I have had an Etsy shop two different times (although I’ve run both under the same username). I loved having an Etsy shop, but I got bogged down with the business paper work from my state. I decided it just wasn’t worth it. But then, I just couldn’t help it — I missed it. So, this summer, I reopened it with a new name (and am running it under my LLC).
I recently was asked by Tonya of Live the Adventure if I could share some tips about starting a shop on Etsy.
So, here are some of my tips for starting out on Etsy:
1. Pick your username carefully – If you haven’t yet chosen a username on Etsy, pick something that goes with what you will be naming your shop. Usernames cannot be changed on Etsy. In my situation, I did do that originally but am using a different shop name now. While I could open a whole new shop with a matching username, I won’t because it would make me look like it was a brand new shop, instead of one that is established.
2. Install Google Analytics in Your Shop – I love being able to see how people are ending up in my shop, how many people are stopping in, and what they are looking at. The only way to know most of these is to install Google Analytics. Here are directions on installing Google Analytics in your Etsy shop that I posted two years ago. (The only difference now is that you’ll click on Options under the “Shop Settings” heading in your “My Etsy.)
3. Spread Out Your Listings – When I first started my Etsy shop (back in January 2007), I spent a ton of time over about a day or two listing all of the things that I wanted to list. It was probably around 50 items. It took a ton of time! And do you know what? It wasn’t the smartest thing to do either!
It would have been better for me to list a few things the first day (maybe even 10), just to show that I didn’t have only one item in the shop. Then, every single day, list a new item until all of my items were listed. In this way, my items would have stayed higher up in searches (or at least my newest item). This helps keep you more visible to shoppers.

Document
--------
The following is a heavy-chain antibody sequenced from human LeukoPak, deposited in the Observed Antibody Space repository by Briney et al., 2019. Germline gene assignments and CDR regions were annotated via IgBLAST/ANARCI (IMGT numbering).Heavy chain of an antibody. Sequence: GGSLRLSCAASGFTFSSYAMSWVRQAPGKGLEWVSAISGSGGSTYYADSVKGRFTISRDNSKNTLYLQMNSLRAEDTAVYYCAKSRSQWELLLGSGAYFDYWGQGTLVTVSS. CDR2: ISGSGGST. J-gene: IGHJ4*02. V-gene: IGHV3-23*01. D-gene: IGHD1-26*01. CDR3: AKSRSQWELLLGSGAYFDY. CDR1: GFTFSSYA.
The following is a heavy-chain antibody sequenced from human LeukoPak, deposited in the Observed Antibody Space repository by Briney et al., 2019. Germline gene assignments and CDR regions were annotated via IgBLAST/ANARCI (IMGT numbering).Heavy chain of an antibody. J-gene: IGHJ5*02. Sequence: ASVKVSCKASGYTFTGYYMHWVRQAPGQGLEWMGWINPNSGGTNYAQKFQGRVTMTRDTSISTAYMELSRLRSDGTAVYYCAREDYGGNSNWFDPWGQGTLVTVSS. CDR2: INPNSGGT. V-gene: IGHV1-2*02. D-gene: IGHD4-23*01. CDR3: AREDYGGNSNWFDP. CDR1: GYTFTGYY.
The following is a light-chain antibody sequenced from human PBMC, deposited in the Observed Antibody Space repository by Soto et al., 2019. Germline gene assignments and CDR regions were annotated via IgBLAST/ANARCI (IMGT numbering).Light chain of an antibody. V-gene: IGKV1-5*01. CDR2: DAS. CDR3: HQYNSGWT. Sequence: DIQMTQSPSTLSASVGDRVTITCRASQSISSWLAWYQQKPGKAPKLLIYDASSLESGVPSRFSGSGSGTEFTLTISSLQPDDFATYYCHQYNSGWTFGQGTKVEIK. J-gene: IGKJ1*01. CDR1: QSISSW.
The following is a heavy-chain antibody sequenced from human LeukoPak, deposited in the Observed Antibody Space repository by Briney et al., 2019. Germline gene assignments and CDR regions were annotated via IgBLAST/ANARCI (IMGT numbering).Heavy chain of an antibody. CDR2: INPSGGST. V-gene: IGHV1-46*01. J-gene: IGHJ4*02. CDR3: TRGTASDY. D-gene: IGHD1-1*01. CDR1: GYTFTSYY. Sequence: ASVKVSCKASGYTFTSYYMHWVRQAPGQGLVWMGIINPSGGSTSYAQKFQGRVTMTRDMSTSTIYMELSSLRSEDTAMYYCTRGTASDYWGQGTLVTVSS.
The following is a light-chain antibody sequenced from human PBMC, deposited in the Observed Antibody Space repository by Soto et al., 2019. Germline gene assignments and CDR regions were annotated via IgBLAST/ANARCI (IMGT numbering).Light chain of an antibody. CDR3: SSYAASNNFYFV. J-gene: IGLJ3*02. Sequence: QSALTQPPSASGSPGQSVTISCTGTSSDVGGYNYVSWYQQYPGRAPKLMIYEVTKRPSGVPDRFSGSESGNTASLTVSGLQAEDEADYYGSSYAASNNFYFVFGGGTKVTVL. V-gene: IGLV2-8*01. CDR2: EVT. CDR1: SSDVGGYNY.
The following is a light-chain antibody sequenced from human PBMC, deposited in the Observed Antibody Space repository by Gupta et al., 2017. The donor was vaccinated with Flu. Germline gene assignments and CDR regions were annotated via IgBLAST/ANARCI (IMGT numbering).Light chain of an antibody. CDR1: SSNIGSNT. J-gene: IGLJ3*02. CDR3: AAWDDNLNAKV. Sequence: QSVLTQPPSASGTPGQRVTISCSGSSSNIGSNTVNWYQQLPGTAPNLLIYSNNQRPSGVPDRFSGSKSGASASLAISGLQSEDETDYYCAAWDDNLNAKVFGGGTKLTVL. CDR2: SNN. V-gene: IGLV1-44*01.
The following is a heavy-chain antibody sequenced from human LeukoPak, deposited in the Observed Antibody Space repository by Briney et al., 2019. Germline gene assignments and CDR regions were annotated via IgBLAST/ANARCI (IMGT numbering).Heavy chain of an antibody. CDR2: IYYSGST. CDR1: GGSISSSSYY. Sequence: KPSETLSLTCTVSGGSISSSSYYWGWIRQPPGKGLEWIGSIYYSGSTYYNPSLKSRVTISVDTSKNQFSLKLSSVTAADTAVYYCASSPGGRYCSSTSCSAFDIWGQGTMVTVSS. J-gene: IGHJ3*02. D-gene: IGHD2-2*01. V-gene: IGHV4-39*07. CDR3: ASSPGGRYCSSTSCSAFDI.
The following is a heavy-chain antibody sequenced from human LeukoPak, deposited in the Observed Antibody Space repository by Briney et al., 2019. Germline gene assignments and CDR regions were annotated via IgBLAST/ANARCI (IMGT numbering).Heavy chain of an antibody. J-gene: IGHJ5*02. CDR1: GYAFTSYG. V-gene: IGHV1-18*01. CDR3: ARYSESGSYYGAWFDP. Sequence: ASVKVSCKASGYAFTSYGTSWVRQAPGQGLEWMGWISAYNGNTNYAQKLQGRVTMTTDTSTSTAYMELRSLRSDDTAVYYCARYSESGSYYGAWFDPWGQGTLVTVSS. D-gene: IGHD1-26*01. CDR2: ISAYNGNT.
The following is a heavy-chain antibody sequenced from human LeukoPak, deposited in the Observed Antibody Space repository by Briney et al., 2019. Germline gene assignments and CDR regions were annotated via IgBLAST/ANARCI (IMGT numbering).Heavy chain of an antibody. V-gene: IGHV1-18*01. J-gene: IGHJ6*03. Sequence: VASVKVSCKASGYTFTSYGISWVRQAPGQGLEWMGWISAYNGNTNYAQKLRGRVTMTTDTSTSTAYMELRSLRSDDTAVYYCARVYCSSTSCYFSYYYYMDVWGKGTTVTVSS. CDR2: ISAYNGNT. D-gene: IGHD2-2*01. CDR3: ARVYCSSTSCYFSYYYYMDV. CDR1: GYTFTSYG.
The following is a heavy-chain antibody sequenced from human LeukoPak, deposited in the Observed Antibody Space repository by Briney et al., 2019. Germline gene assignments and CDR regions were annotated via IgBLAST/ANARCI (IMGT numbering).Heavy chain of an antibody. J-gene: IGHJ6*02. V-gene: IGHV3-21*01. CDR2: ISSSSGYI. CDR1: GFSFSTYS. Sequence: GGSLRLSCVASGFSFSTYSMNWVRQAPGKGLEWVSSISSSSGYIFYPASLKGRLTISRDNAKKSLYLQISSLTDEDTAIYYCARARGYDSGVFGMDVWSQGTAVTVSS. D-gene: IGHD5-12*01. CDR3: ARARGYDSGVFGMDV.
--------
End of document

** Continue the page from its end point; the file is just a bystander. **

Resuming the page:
4. Relist Items – If you have all of your things listed and nothing new on the horizon to add, make it a goal to renew one of your listings (only costs $.20) each day or every few days at least. Again, this pops your item higher into searches and brings more people into your shop. The biggest sellers on Etsy seem to all mention frequent additions or renewals.
5. Post the Best Pictures You Can – Descriptions are vital, but probably most vital is a great photograph of your item. Etsy allows you space for up to five pictures — try to use as many as possible. Of course, if it means using bad photographs, just use your best ones and use fewer.
6. Make Your Descriptions Personal – It may be easier to allow yourself to just give the facts about an item in its description, but you will attract more buyers by trying to gain some kind of emotional response. Let’s look at Leo, for instance. We had fun (the whole family!) taking him outside and doing creative pictures of him. Then, I wrote up those adventures in the Etsy listing about him. I could have just written the materials used and size of the creation. Instead, I gave him a name and a story. (I even went farther into Leo’s story here on my blog.)